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Key Tracks: "We No Who U R," "Jubilee Street," "Higgs Boson Blues"
Picture this: A dark room, a stage with a single light and a poet pouring out his heart. That is the vibe Nick Cave and the Bad Seeds’ latest album, Push the Sky Away, gives off. The album is mellow but full of emotion and passion at the same time. It takes listeners to a dark place where they mull over sex, life and death.
While Push the Sky Away makes listeners feel as if they are listening to a poetry reading, Nick Cave and the Bad Seeds are far from angsty teenage boys on stage with their books of Keats or Blake. The album is relaxed without lacking complexity. It’s complex without being chaotic.
The complexity starts in the instruments. The group takes the basic drums, groovy bass line, and hypnotic guitar parts and combines them with electronic noise and the haunting sound of a violin. Add in the hushed background vocals and you have the smoldering coals beneath the fire that is Nick Cave.
Nick Cave’s voice is the main focus throughout the entire album. Though the music itself grabs the listener's attention, it does not distract from Cave’s vocals. His voice sounds less like a fire and brimstone preacher and more like an eerie hypnotist.
Choosing songs that really stand out is hard. They all stand out. There isn’t one song that the album could do without. Each song is a unique piece that pulls the album together. Though the highlights of this would have to be “We No Who U R,” “Jubilee Street” and “Higgs Boson Blues.”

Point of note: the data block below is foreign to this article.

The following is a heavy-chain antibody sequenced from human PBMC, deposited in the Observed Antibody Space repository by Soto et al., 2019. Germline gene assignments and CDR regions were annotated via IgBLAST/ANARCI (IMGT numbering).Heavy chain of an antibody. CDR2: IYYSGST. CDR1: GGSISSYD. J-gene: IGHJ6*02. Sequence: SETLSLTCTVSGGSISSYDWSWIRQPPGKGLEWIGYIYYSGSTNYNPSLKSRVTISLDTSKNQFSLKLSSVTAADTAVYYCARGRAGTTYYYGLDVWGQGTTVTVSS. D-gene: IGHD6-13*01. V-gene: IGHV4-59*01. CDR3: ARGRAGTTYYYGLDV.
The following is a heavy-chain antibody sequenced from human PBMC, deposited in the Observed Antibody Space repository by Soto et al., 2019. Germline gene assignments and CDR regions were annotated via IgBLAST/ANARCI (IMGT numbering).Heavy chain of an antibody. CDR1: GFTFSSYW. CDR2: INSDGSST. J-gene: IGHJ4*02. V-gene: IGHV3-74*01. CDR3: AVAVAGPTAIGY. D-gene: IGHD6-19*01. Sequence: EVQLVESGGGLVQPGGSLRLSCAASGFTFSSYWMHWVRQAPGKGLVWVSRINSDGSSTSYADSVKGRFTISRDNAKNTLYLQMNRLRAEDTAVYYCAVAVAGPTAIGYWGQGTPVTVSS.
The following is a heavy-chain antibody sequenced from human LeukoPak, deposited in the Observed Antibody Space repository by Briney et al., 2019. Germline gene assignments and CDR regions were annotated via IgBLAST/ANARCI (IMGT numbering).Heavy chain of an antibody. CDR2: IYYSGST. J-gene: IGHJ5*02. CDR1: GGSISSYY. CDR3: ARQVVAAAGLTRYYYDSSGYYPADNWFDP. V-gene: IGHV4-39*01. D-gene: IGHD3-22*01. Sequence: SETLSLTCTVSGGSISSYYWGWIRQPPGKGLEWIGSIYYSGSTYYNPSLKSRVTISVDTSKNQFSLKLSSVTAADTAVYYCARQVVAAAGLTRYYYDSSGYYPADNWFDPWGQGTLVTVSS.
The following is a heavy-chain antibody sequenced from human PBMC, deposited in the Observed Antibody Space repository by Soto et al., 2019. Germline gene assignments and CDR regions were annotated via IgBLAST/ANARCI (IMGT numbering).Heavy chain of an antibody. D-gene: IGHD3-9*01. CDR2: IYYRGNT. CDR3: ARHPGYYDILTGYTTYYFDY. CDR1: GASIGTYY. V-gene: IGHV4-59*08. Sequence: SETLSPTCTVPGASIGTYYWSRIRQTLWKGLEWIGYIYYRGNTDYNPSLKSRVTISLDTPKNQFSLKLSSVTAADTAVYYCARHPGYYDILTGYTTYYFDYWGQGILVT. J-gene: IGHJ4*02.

“We No Who U R” is the first track, and it sets the tone of the rest of the album. The intricacy of the song is not only in the music, but also in the way the music affects listeners' emotions. The song is creepy, like in the way insane asylums are creepy, but comforting at the same time. Cave and the murmurs from the background singers are like the voices inside the listener's head. “We know who you are / And we know where you live / And we know there’s no need to forgive.”
“Jubilee Street” continues the dark, creepy vibe. The entire six-minute song is about the writer’s obsession with a girl with a little black book and the sexual tension he has toward her. Only Nick Cave and the Bad Seeds can make a song that pervy still sound beautiful.
Then there's “Higgs Boson Blues.” O.K., so, this one is not actually that great. That’s the point, though. The song is more of a comedic relief to the dark brooding of the rest of the album. It mentions Hannah Montana, Robert Johnson and Lucifer. Nothing else needs to be said.
Overall Push the Sky Away is a complicated album with an unexpectedly beautiful combination of instruments that enhance just how creepy Nick Cave and the Bad Seeds can be. And that’s perfectly okay.
Nick Cave and The Bad Seeds’ latest album is mellow takes you to a dark place where you mull over sex, life and death.
To get the full experience of reading this album review, please read it out loud in your best pirate voice.
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